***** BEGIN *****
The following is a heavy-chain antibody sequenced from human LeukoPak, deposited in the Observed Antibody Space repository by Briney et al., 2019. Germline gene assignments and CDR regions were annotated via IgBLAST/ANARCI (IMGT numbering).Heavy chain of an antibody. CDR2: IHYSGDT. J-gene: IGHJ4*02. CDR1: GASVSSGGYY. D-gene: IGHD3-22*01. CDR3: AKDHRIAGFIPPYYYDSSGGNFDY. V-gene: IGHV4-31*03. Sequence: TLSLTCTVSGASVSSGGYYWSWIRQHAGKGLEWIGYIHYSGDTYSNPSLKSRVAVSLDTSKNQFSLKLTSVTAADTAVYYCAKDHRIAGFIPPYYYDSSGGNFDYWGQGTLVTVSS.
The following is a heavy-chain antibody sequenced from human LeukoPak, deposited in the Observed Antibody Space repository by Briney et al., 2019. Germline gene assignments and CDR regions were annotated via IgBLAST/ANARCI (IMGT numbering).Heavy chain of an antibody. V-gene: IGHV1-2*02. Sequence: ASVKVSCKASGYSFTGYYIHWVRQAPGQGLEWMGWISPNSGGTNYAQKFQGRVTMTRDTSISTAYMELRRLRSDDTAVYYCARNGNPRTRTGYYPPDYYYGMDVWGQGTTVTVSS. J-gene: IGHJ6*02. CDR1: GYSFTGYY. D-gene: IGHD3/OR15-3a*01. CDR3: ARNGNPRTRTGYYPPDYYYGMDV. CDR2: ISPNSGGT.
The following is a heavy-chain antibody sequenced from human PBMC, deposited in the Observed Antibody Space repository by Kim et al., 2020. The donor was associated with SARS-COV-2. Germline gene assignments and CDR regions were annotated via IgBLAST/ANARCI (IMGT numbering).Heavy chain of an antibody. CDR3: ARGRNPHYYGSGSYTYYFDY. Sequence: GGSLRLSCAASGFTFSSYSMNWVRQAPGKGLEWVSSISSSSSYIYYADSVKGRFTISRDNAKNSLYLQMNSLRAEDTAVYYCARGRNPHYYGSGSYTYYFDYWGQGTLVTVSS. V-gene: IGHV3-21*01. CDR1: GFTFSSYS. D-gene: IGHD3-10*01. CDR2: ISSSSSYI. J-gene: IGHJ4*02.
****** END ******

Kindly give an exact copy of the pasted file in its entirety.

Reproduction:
The following is a heavy-chain antibody sequenced from human LeukoPak, deposited in the Observed Antibody Space repository by Briney et al., 2019. Germline gene assignments and CDR regions were annotated via IgBLAST/ANARCI (IMGT numbering).Heavy chain of an antibody. CDR2: IHYSGDT. J-gene: IGHJ4*02. CDR1: GASVSSGGYY. D-gene: IGHD3-22*01. CDR3: AKDHRIAGFIPPYYYDSSGGNFDY. V-gene: IGHV4-31*03. Sequence: TLSLTCTVSGASVSSGGYYWSWIRQHAGKGLEWIGYIHYSGDTYSNPSLKSRVAVSLDTSKNQFSLKLTSVTAADTAVYYCAKDHRIAGFIPPYYYDSSGGNFDYWGQGTLVTVSS.
The following is a heavy-chain antibody sequenced from human LeukoPak, deposited in the Observed Antibody Space repository by Briney et al., 2019. Germline gene assignments and CDR regions were annotated via IgBLAST/ANARCI (IMGT numbering).Heavy chain of an antibody. V-gene: IGHV1-2*02. Sequence: ASVKVSCKASGYSFTGYYIHWVRQAPGQGLEWMGWISPNSGGTNYAQKFQGRVTMTRDTSISTAYMELRRLRSDDTAVYYCARNGNPRTRTGYYPPDYYYGMDVWGQGTTVTVSS. J-gene: IGHJ6*02. CDR1: GYSFTGYY. D-gene: IGHD3/OR15-3a*01. CDR3: ARNGNPRTRTGYYPPDYYYGMDV. CDR2: ISPNSGGT.
The following is a heavy-chain antibody sequenced from human PBMC, deposited in the Observed Antibody Space repository by Kim et al., 2020. The donor was associated with SARS-COV-2. Germline gene assignments and CDR regions were annotated via IgBLAST/ANARCI (IMGT numbering).Heavy chain of an antibody. CDR3: ARGRNPHYYGSGSYTYYFDY. Sequence: GGSLRLSCAASGFTFSSYSMNWVRQAPGKGLEWVSSISSSSSYIYYADSVKGRFTISRDNAKNSLYLQMNSLRAEDTAVYYCARGRNPHYYGSGSYTYYFDYWGQGTLVTVSS. V-gene: IGHV3-21*01. CDR1: GFTFSSYS. D-gene: IGHD3-10*01. CDR2: ISSSSSYI. J-gene: IGHJ4*02.